The Columbia Sportswear group's European business could benefit from a sizeable increase in marketing spend in the next years, after a sharp uptick in its European sales and profit margin in 2017.
The group decided last year to reorganize its business, which should make more resources available for marketing, and make that spending more efficient. The marketing budget amounted to about 5 percent of Columbia Sportswear's turnover last year, and it has budgeted a similar level for this year. But the group's chief executive, Tim Boyle, said in Munich last month that it should increase by at least two to three percentage points in Europe in the next years, and this extra investment should materialize most strongly from 2019.
As reported above, the group achieved a sales hike of 16 percent to $293.7 million in Europe, the Middle East and Africa (EMEA) in 2017. This was a rise of 14 percent in constant currencies, with more demand from distributors and in countries covered directly by Columbia Sportswear. The group's European reorder rates reached an unprecedented level last year. Columbia Sportswear reached breakeven in Europe in 2016 and it returned to a meaningful level of profitability last year.
The strongest European focus in recent years has been on four priority markets where the group has its own operations. The Columbia brand already has sizeable market share in two of them, in France and Spain, but its business remains small in the two others, Germany and the U.K. – all the more so as a percentage of the market size.
Matthieu Schegg, Columbia's general manager for EMEA since June, said that sales continued to rise last year in France, which is its largest European market. After two years of buoyant sales increases, the brand again raised its turnover in Spain as well. It was supported by intensified partnerships with retailers such as El Corte Inglès, where Columbia opened branded concessions.
The same applies in Germany, where the Columbia brand's sales have been pushed up by investments in branded sales areas with retailers such as Intersport. But at the same time, it has gained traction in the German market with online accounts led by Amazon and Zalando.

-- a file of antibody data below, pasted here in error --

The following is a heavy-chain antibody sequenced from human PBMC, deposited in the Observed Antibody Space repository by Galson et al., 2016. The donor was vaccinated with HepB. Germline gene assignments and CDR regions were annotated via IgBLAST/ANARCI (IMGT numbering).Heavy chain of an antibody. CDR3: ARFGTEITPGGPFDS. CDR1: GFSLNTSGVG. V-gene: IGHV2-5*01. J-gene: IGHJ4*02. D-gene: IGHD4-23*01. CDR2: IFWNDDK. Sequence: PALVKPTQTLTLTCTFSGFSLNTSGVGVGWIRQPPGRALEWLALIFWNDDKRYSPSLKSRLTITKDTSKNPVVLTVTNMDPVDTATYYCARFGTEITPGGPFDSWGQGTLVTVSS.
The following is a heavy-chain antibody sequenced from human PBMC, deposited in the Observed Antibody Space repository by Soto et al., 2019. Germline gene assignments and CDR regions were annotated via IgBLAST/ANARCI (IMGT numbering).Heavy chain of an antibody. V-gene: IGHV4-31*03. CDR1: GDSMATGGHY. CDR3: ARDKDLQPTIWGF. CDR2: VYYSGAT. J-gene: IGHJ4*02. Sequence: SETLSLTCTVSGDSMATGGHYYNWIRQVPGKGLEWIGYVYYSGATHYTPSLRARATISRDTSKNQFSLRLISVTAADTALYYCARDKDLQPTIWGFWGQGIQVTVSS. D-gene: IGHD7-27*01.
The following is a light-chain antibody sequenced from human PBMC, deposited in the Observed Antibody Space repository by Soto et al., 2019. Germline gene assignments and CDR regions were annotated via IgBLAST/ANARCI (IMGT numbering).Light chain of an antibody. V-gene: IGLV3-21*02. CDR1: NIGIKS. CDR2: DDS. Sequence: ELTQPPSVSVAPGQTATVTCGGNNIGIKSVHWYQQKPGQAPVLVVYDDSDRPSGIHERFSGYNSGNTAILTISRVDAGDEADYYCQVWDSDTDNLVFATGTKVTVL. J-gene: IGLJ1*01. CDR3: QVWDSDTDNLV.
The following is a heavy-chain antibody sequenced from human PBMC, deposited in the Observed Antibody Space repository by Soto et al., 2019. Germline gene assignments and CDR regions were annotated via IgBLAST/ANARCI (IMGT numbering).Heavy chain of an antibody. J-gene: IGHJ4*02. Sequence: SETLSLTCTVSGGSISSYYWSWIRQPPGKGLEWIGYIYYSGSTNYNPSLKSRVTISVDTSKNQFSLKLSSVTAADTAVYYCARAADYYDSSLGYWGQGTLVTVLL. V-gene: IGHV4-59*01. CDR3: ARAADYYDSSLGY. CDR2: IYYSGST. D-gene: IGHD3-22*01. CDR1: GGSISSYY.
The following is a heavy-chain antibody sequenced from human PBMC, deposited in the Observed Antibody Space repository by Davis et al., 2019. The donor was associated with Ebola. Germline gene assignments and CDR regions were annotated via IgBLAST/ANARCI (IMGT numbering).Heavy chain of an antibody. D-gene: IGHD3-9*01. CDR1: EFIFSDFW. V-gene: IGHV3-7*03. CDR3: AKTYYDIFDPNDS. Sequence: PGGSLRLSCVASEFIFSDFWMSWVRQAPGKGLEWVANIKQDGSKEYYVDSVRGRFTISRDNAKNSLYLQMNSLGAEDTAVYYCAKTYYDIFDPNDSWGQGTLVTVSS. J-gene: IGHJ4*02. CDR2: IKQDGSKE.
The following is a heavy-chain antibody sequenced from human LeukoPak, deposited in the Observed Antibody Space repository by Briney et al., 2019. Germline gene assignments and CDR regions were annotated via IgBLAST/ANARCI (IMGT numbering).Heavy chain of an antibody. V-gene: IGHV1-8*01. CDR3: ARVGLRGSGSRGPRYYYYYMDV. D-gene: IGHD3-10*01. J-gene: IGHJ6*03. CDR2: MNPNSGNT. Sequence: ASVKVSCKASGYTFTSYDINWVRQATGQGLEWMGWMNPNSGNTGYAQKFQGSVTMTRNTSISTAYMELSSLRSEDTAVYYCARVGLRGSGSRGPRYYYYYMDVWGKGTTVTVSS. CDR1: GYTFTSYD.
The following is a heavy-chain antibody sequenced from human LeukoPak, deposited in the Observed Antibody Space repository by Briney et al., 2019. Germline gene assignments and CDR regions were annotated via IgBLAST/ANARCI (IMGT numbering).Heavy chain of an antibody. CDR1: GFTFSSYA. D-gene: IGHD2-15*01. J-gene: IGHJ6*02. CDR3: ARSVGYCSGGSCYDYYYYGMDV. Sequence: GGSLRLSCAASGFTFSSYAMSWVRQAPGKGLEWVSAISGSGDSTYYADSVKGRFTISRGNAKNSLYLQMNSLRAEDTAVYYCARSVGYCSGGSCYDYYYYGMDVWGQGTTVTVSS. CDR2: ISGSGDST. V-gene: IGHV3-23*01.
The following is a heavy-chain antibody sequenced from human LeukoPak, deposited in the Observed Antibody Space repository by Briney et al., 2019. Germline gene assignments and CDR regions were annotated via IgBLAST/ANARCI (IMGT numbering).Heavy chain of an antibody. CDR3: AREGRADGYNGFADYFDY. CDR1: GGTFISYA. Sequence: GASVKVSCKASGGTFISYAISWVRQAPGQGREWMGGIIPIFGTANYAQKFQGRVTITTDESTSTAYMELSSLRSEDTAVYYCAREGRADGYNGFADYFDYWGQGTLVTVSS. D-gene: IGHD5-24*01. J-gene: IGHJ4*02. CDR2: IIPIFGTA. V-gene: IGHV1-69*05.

The smallest of the four priority markets for the Columbia brand is the U.K., despite the fact that it has been taken up by the two leading outdoor retail groups, the outdoor arm of JD Sports Fashion and the British banners under the A.S. Adventure group.
The focus is on driving more sales in these stores through more efficient marketing, led by the partnership sealed last May with the U.K.'s National Parks. Among other items, this means that the rangers and other staff in 15 parks wear Columbia apparel and footwear. The partnership includes co-branded merchandise and Columbia is sold in some visitor centers. It has helped Columbia to gain exposure with relevant British customers, which it wants use as leverage with third-party retailer clients.
The Columbia brand has seen robust increases in its own European online sales, which it decided to start handling directly last year. However, the company says that they make up less than 5 percent of its turnover in Europe, and the bulk of its regional sales hike has come from the wholesale market – more so than in other markets.
Boyle said in Munich that the Project Connect launched by the group in 2017 would entail few structural changes in Europe – due to the fact that the European business has already been run with resources appropriate for its size. However, he acknowledged that retailers have been clamoring for more spending on marketing to make the brand's voice heard. Columbia has started implementing an “always on” marketing strategy in Europe, shifting from seasonal campaigns to more permanent engagement with consumers.
Columbia Sportswear is currently designing its new platform and targeting regional implementation from the first half of 2019. It will be integrated with its global enterprise resource planning system, which has been implemented in most of its operations. It was launched in the group's Chinese joint venture last year and its European-direct business should migrate to the system around the middle of this year.
Separately, Michael Levi has been appointed as European sales director for Columbia Sportswear, which was Schegg's previous function, from the start of this year. Levi previously spent several years at Nike, and he was most recently general manager for apparel at the Oberalp Group, covering the Salewa, Dynafit and Wild Country brands.